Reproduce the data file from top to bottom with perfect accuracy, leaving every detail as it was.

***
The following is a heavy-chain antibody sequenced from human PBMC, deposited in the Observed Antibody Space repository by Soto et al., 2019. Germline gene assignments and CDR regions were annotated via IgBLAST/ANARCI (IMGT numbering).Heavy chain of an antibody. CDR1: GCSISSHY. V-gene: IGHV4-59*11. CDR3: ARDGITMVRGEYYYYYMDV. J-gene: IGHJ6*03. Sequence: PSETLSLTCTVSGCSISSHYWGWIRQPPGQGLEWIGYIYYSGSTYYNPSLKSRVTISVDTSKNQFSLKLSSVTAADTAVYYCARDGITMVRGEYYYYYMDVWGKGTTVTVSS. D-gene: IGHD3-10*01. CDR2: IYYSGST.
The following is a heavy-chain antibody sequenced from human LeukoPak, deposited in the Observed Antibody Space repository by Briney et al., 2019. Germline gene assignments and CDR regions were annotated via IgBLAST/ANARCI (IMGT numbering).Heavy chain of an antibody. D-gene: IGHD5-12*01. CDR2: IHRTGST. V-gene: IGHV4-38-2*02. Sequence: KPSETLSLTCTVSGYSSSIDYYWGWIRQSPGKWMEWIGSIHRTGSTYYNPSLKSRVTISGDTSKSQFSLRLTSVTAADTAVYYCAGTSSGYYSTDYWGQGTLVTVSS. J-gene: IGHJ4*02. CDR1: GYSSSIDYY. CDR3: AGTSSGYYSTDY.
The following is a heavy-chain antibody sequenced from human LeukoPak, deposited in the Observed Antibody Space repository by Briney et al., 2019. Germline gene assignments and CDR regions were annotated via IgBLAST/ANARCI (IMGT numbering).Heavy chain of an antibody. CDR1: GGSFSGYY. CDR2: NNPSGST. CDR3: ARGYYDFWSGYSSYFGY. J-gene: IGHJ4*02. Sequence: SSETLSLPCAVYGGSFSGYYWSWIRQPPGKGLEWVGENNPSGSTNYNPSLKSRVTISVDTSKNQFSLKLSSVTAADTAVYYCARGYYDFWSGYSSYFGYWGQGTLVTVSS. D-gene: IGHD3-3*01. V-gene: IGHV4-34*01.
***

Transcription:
The following is a heavy-chain antibody sequenced from human PBMC, deposited in the Observed Antibody Space repository by Soto et al., 2019. Germline gene assignments and CDR regions were annotated via IgBLAST/ANARCI (IMGT numbering).Heavy chain of an antibody. CDR1: GCSISSHY. V-gene: IGHV4-59*11. CDR3: ARDGITMVRGEYYYYYMDV. J-gene: IGHJ6*03. Sequence: PSETLSLTCTVSGCSISSHYWGWIRQPPGQGLEWIGYIYYSGSTYYNPSLKSRVTISVDTSKNQFSLKLSSVTAADTAVYYCARDGITMVRGEYYYYYMDVWGKGTTVTVSS. D-gene: IGHD3-10*01. CDR2: IYYSGST.
The following is a heavy-chain antibody sequenced from human LeukoPak, deposited in the Observed Antibody Space repository by Briney et al., 2019. Germline gene assignments and CDR regions were annotated via IgBLAST/ANARCI (IMGT numbering).Heavy chain of an antibody. D-gene: IGHD5-12*01. CDR2: IHRTGST. V-gene: IGHV4-38-2*02. Sequence: KPSETLSLTCTVSGYSSSIDYYWGWIRQSPGKWMEWIGSIHRTGSTYYNPSLKSRVTISGDTSKSQFSLRLTSVTAADTAVYYCAGTSSGYYSTDYWGQGTLVTVSS. J-gene: IGHJ4*02. CDR1: GYSSSIDYY. CDR3: AGTSSGYYSTDY.
The following is a heavy-chain antibody sequenced from human LeukoPak, deposited in the Observed Antibody Space repository by Briney et al., 2019. Germline gene assignments and CDR regions were annotated via IgBLAST/ANARCI (IMGT numbering).Heavy chain of an antibody. CDR1: GGSFSGYY. CDR2: NNPSGST. CDR3: ARGYYDFWSGYSSYFGY. J-gene: IGHJ4*02. Sequence: SSETLSLPCAVYGGSFSGYYWSWIRQPPGKGLEWVGENNPSGSTNYNPSLKSRVTISVDTSKNQFSLKLSSVTAADTAVYYCARGYYDFWSGYSSYFGYWGQGTLVTVSS. D-gene: IGHD3-3*01. V-gene: IGHV4-34*01.